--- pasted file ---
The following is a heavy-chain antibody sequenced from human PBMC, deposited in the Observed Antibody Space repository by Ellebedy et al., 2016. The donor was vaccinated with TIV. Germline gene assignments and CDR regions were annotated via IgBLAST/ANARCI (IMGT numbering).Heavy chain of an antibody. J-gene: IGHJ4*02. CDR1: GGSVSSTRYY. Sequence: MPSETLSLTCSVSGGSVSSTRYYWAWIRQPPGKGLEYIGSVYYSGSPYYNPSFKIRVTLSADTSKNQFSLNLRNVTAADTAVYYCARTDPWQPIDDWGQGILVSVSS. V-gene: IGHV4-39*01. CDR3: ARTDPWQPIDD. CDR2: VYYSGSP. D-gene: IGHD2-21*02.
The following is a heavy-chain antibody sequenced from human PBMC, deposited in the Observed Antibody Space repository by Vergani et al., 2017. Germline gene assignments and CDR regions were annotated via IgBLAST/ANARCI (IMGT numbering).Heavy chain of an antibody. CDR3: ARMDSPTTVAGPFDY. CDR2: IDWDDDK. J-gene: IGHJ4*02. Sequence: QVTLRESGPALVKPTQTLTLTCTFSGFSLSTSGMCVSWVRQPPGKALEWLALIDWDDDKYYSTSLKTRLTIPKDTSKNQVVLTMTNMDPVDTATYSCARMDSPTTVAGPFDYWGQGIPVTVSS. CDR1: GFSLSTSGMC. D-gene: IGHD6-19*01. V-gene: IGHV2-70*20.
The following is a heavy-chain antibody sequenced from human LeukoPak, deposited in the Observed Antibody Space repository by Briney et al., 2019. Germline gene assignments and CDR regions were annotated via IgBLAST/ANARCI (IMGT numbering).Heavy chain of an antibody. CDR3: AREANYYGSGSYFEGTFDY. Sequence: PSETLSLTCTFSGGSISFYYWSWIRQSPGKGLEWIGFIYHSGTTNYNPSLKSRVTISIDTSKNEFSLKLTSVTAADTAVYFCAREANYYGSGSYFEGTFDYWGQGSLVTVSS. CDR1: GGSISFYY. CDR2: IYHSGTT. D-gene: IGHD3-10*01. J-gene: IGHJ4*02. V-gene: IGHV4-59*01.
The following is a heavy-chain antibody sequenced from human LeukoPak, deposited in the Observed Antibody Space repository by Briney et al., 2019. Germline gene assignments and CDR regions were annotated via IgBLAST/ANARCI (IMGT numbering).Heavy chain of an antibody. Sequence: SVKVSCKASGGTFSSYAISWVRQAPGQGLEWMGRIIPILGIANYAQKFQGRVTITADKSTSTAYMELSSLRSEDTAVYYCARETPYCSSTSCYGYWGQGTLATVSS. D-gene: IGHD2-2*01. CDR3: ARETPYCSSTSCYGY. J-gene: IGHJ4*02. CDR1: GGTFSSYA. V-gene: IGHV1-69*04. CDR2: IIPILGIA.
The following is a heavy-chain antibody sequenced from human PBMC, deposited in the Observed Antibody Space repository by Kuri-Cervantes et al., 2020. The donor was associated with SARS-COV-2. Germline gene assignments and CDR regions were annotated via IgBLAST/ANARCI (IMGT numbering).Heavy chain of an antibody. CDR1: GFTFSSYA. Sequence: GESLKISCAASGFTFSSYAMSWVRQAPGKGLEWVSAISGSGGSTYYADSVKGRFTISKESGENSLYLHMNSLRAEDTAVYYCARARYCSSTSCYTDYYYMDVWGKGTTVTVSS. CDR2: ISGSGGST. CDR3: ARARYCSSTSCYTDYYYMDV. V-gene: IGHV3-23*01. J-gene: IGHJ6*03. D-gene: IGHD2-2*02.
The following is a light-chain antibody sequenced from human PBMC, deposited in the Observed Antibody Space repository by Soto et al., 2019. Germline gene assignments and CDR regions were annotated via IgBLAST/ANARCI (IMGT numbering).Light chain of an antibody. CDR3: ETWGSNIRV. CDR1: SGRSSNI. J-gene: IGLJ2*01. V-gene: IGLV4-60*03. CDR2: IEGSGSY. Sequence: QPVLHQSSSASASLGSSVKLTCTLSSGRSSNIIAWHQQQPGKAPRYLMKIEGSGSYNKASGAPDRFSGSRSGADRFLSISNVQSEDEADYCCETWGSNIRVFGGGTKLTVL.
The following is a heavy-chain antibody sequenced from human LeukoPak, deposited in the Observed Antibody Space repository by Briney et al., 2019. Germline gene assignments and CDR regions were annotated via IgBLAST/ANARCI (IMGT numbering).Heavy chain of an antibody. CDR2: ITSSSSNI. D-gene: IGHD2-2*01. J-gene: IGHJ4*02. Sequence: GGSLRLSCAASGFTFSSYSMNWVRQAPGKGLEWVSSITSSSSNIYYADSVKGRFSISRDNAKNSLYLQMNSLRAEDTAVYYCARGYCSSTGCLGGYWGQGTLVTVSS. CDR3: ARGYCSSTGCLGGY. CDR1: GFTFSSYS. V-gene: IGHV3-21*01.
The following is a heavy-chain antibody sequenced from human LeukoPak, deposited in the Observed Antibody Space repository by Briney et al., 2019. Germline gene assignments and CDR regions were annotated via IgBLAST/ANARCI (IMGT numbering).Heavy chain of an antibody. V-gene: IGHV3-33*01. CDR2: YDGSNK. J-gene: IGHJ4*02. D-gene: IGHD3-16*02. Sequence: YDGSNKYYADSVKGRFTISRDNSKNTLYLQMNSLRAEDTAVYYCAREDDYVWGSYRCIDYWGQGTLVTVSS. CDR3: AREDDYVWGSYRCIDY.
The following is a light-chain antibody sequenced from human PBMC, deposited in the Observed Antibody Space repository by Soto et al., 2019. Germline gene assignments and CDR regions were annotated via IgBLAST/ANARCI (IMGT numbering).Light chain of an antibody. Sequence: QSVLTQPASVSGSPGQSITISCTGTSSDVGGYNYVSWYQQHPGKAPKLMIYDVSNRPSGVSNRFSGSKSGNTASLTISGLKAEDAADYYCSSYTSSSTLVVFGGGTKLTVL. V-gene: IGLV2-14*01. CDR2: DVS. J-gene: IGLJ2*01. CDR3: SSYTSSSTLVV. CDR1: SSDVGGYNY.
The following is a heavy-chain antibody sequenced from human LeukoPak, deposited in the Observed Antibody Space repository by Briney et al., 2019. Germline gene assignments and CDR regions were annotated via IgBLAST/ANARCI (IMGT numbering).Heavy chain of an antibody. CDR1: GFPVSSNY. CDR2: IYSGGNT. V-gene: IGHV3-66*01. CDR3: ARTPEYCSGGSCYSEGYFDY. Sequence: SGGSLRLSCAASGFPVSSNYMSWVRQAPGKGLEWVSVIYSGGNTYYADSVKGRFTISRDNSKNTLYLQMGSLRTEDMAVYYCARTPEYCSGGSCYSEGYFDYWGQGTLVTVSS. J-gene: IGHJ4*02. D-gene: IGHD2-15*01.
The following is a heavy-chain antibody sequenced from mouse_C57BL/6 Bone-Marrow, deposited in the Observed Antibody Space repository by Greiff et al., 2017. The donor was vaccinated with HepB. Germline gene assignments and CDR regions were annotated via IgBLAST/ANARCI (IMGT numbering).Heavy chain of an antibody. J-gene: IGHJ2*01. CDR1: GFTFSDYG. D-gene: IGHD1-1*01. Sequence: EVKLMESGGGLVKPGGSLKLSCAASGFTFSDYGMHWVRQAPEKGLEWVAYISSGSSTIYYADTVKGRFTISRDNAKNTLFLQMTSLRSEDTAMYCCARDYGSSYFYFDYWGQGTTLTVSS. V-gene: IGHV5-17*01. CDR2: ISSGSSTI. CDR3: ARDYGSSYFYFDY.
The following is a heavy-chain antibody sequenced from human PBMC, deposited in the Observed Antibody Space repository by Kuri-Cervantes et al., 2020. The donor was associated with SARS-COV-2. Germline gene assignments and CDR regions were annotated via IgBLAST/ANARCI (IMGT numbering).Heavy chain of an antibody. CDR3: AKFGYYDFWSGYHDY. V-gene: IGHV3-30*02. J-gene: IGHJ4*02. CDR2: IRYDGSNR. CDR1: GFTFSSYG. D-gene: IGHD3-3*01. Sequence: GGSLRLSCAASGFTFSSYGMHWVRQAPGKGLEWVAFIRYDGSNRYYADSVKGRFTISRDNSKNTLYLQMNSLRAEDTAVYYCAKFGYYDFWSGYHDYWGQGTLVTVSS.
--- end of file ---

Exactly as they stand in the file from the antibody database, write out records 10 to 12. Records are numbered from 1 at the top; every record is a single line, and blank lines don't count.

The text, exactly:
The following is a heavy-chain antibody sequenced from human LeukoPak, deposited in the Observed Antibody Space repository by Briney et al., 2019. Germline gene assignments and CDR regions were annotated via IgBLAST/ANARCI (IMGT numbering).Heavy chain of an antibody. CDR1: GFPVSSNY. CDR2: IYSGGNT. V-gene: IGHV3-66*01. CDR3: ARTPEYCSGGSCYSEGYFDY. Sequence: SGGSLRLSCAASGFPVSSNYMSWVRQAPGKGLEWVSVIYSGGNTYYADSVKGRFTISRDNSKNTLYLQMGSLRTEDMAVYYCARTPEYCSGGSCYSEGYFDYWGQGTLVTVSS. J-gene: IGHJ4*02. D-gene: IGHD2-15*01.
The following is a heavy-chain antibody sequenced from mouse_C57BL/6 Bone-Marrow, deposited in the Observed Antibody Space repository by Greiff et al., 2017. The donor was vaccinated with HepB. Germline gene assignments and CDR regions were annotated via IgBLAST/ANARCI (IMGT numbering).Heavy chain of an antibody. J-gene: IGHJ2*01. CDR1: GFTFSDYG. D-gene: IGHD1-1*01. Sequence: EVKLMESGGGLVKPGGSLKLSCAASGFTFSDYGMHWVRQAPEKGLEWVAYISSGSSTIYYADTVKGRFTISRDNAKNTLFLQMTSLRSEDTAMYCCARDYGSSYFYFDYWGQGTTLTVSS. V-gene: IGHV5-17*01. CDR2: ISSGSSTI. CDR3: ARDYGSSYFYFDY.
The following is a heavy-chain antibody sequenced from human PBMC, deposited in the Observed Antibody Space repository by Kuri-Cervantes et al., 2020. The donor was associated with SARS-COV-2. Germline gene assignments and CDR regions were annotated via IgBLAST/ANARCI (IMGT numbering).Heavy chain of an antibody. CDR3: AKFGYYDFWSGYHDY. V-gene: IGHV3-30*02. J-gene: IGHJ4*02. CDR2: IRYDGSNR. CDR1: GFTFSSYG. D-gene: IGHD3-3*01. Sequence: GGSLRLSCAASGFTFSSYGMHWVRQAPGKGLEWVAFIRYDGSNRYYADSVKGRFTISRDNSKNTLYLQMNSLRAEDTAVYYCAKFGYYDFWSGYHDYWGQGTLVTVSS.